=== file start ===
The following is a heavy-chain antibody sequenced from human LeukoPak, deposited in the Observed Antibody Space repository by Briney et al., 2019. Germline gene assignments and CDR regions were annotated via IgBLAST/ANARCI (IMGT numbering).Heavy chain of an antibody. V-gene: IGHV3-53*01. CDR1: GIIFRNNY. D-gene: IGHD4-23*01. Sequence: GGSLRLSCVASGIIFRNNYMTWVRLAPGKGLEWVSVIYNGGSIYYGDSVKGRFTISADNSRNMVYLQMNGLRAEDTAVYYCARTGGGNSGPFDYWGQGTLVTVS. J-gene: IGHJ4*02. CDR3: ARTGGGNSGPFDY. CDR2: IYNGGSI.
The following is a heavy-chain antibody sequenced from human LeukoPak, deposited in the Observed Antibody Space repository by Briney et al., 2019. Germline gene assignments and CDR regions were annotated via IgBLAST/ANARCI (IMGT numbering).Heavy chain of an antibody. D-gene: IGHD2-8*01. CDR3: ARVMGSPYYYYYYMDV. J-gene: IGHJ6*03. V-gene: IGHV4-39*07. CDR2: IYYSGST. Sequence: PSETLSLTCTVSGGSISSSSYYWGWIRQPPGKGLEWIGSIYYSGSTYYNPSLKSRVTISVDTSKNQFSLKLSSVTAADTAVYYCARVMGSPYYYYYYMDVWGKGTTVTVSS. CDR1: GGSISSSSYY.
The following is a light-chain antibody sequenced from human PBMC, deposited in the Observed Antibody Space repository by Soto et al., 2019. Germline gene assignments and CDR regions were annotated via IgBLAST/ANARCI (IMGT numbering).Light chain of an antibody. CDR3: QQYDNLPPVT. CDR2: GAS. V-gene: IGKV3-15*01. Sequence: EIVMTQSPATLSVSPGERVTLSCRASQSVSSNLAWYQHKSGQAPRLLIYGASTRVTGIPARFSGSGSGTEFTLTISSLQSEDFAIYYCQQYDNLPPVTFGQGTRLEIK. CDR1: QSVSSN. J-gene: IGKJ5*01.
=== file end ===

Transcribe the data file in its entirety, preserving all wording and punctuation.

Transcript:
The following is a heavy-chain antibody sequenced from human LeukoPak, deposited in the Observed Antibody Space repository by Briney et al., 2019. Germline gene assignments and CDR regions were annotated via IgBLAST/ANARCI (IMGT numbering).Heavy chain of an antibody. V-gene: IGHV3-53*01. CDR1: GIIFRNNY. D-gene: IGHD4-23*01. Sequence: GGSLRLSCVASGIIFRNNYMTWVRLAPGKGLEWVSVIYNGGSIYYGDSVKGRFTISADNSRNMVYLQMNGLRAEDTAVYYCARTGGGNSGPFDYWGQGTLVTVS. J-gene: IGHJ4*02. CDR3: ARTGGGNSGPFDY. CDR2: IYNGGSI.
The following is a heavy-chain antibody sequenced from human LeukoPak, deposited in the Observed Antibody Space repository by Briney et al., 2019. Germline gene assignments and CDR regions were annotated via IgBLAST/ANARCI (IMGT numbering).Heavy chain of an antibody. D-gene: IGHD2-8*01. CDR3: ARVMGSPYYYYYYMDV. J-gene: IGHJ6*03. V-gene: IGHV4-39*07. CDR2: IYYSGST. Sequence: PSETLSLTCTVSGGSISSSSYYWGWIRQPPGKGLEWIGSIYYSGSTYYNPSLKSRVTISVDTSKNQFSLKLSSVTAADTAVYYCARVMGSPYYYYYYMDVWGKGTTVTVSS. CDR1: GGSISSSSYY.
The following is a light-chain antibody sequenced from human PBMC, deposited in the Observed Antibody Space repository by Soto et al., 2019. Germline gene assignments and CDR regions were annotated via IgBLAST/ANARCI (IMGT numbering).Light chain of an antibody. CDR3: QQYDNLPPVT. CDR2: GAS. V-gene: IGKV3-15*01. Sequence: EIVMTQSPATLSVSPGERVTLSCRASQSVSSNLAWYQHKSGQAPRLLIYGASTRVTGIPARFSGSGSGTEFTLTISSLQSEDFAIYYCQQYDNLPPVTFGQGTRLEIK. CDR1: QSVSSN. J-gene: IGKJ5*01.